Time must be spent training and socializing your dog so he can be a member of the community. Your dog must be under control when he meets people or dogs on a walk, or when guests come to your home. Successful training requires patience, consistency—and time. A poorly trained dog can be disruptive to a household. And a dog that is poorly socialized can be a hazard to children and other dogs he might encounter. In many cases, it is beneficial for the dog and owner to attend organized obedience training classes.

Dogs vary in the amount of maintenance they require, but most dogs need to have their coats brushed or groomed (in some cases like the Old English Sheepdog this may require several hours of grooming per week). They need their teeth brushed regularly. Most breeds need some kind of daily exercise; some need long walks or runs daily or twice daily to keep them contented. They need the stimulation of play as well, whether it is a simple game of fetching a ball or more formal activities such as entering agility training programs. Some breeds must have their ears cleaned regularly. And don’t forget baths!

The bottom line question is: Does your lifestyle allow you enough time to properly care for your dog, well beyond just feeding him or talking him for a quick walk around the block when you get home from work?

If you enjoyed reading this article, you can subscribe to our updates and receive new Pet Owner Tips and Tricks delivered to your email inbox.  See subscription box on the right sidebar.

Feb 05 2018

Puppy Bowl XIV

Did you watch the Puppy Bowl XIV?

“Puppy Bowl XIV” “Rufferee” Dan Schachner visits Access Live’s Natalie Morales and Kit Hoover with some all-stars from Paw Works Rescue. What are some typical calls made in a Puppy Bowl match?

“Puppy Bowl XIV” aired Feb. 4 at 3 PM ET / 12 PM PT on Animal Planet.  You can watch the program on Animal Planet’s website.

This is definitely the Cutest TV show ever made!!!!


Thank you, Animal Planet for producing and supporting the Puppy Bowl for so many years!!!!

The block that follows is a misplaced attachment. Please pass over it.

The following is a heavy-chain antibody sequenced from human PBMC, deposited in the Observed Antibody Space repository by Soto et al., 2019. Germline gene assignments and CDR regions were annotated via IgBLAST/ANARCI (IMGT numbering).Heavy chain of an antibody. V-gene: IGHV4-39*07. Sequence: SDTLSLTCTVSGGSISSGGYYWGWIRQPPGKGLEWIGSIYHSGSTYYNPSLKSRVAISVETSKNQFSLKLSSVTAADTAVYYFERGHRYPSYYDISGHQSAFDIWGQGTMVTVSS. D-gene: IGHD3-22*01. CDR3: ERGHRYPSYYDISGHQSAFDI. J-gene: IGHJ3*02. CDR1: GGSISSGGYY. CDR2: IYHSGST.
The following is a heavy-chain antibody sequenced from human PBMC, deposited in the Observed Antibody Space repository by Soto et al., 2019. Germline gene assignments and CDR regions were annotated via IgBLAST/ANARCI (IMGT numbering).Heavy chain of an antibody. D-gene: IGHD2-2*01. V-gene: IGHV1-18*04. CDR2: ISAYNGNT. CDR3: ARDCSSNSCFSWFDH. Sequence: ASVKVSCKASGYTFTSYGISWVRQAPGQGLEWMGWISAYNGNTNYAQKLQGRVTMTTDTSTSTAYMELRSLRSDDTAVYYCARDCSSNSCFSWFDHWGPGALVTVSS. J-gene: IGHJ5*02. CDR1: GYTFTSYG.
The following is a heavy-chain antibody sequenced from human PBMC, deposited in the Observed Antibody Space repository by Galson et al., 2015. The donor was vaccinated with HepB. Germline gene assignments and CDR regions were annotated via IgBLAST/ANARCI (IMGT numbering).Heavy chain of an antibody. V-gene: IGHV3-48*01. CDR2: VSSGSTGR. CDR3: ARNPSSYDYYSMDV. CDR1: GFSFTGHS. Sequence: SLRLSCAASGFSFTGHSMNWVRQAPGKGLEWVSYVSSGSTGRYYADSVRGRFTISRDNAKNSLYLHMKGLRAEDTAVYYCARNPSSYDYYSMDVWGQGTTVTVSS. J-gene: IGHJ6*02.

Jan 27 2018

Choosing A New Puppy: How To Select The Perfect Dog

How To Select The Perfect Dog

Once you decide on bringing home a new canine friend, selecting the right puppy is a crucial decision that should be given a lot of thought and consideration by you and the entire household. The right puppy will make a terrific friend and companion throughout for many years to come, while the wrong puppy may end up being isolated in the backyard or worse, taken to a shelter home.

There is no such thing as the perfect puppy for everybody. There are, however, several hundreds of breeds to choose from. With a little research and self-evaluation, it is possible for any person to find the right puppy for him or herself.

Exercise Requirements

One of the things you need to consider in determining the right breed is his personality as an adult dog. All puppies are energetic and active, but once he reaches adulthood, his level of activity should match with your personality and lifestyle.

If you are the type of person who likes to spend a lot of time indoors, on the couch, and in front of the television or reading a book, you need to pick a puppy that will also enjoy the same lifestyle.

On the other hand, if you have an active lifestyle and are looking for a dog that shares the same level of energy as you, consider getting a sporting breed. These dogs have an unlimited amount of energy and will be more than happy to go out with you hiking, jogging, or spending time playing with your kids.


Do not assume that a dog’s size directly reflects his activity levels. Most small and toy breeds are very active and enjoy a lot of running around, while large, giant breeds have moderate-to-low levels of activity and are more content laying on the sofa than running around outside.

However, when it comes to your living situation, size can be a big influence in deciding which type of dog to have. If you live on the ninth floor apartment complex and plan on paper training your dog instead of dragging him nine floors down for his potty break, you are better off with a small breed.

Small-to-medium size dogs are also preferred for households with small children. It is easy for big dogs to accidentally knock down a small child during playtime or with a swipe of his tail.